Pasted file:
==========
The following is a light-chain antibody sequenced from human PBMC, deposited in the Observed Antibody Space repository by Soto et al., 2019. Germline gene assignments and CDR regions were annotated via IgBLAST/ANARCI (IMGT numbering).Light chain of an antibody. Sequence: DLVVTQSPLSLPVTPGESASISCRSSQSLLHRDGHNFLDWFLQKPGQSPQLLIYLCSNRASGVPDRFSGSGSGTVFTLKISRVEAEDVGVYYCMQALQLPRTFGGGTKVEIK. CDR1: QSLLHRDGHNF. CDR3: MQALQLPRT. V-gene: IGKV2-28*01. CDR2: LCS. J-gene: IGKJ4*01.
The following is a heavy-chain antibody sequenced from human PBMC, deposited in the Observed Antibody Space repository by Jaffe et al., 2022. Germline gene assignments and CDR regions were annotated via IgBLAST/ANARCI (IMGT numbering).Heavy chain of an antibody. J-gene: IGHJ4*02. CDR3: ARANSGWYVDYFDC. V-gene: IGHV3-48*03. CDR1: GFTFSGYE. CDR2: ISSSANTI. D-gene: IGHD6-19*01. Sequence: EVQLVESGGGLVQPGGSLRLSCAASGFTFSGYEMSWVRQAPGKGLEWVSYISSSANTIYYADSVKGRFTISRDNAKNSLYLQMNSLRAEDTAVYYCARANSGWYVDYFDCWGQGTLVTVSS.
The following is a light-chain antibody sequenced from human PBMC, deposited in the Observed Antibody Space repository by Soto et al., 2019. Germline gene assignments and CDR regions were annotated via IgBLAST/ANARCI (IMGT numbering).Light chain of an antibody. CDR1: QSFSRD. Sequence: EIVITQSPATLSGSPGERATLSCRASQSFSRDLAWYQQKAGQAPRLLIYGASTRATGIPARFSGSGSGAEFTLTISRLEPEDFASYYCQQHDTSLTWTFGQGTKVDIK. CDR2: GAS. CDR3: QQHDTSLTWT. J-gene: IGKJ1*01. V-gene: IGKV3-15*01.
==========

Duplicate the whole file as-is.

The following is a light-chain antibody sequenced from human PBMC, deposited in the Observed Antibody Space repository by Soto et al., 2019. Germline gene assignments and CDR regions were annotated via IgBLAST/ANARCI (IMGT numbering).Light chain of an antibody. Sequence: DLVVTQSPLSLPVTPGESASISCRSSQSLLHRDGHNFLDWFLQKPGQSPQLLIYLCSNRASGVPDRFSGSGSGTVFTLKISRVEAEDVGVYYCMQALQLPRTFGGGTKVEIK. CDR1: QSLLHRDGHNF. CDR3: MQALQLPRT. V-gene: IGKV2-28*01. CDR2: LCS. J-gene: IGKJ4*01.
The following is a heavy-chain antibody sequenced from human PBMC, deposited in the Observed Antibody Space repository by Jaffe et al., 2022. Germline gene assignments and CDR regions were annotated via IgBLAST/ANARCI (IMGT numbering).Heavy chain of an antibody. J-gene: IGHJ4*02. CDR3: ARANSGWYVDYFDC. V-gene: IGHV3-48*03. CDR1: GFTFSGYE. CDR2: ISSSANTI. D-gene: IGHD6-19*01. Sequence: EVQLVESGGGLVQPGGSLRLSCAASGFTFSGYEMSWVRQAPGKGLEWVSYISSSANTIYYADSVKGRFTISRDNAKNSLYLQMNSLRAEDTAVYYCARANSGWYVDYFDCWGQGTLVTVSS.
The following is a light-chain antibody sequenced from human PBMC, deposited in the Observed Antibody Space repository by Soto et al., 2019. Germline gene assignments and CDR regions were annotated via IgBLAST/ANARCI (IMGT numbering).Light chain of an antibody. CDR1: QSFSRD. Sequence: EIVITQSPATLSGSPGERATLSCRASQSFSRDLAWYQQKAGQAPRLLIYGASTRATGIPARFSGSGSGAEFTLTISRLEPEDFASYYCQQHDTSLTWTFGQGTKVDIK. CDR2: GAS. CDR3: QQHDTSLTWT. J-gene: IGKJ1*01. V-gene: IGKV3-15*01.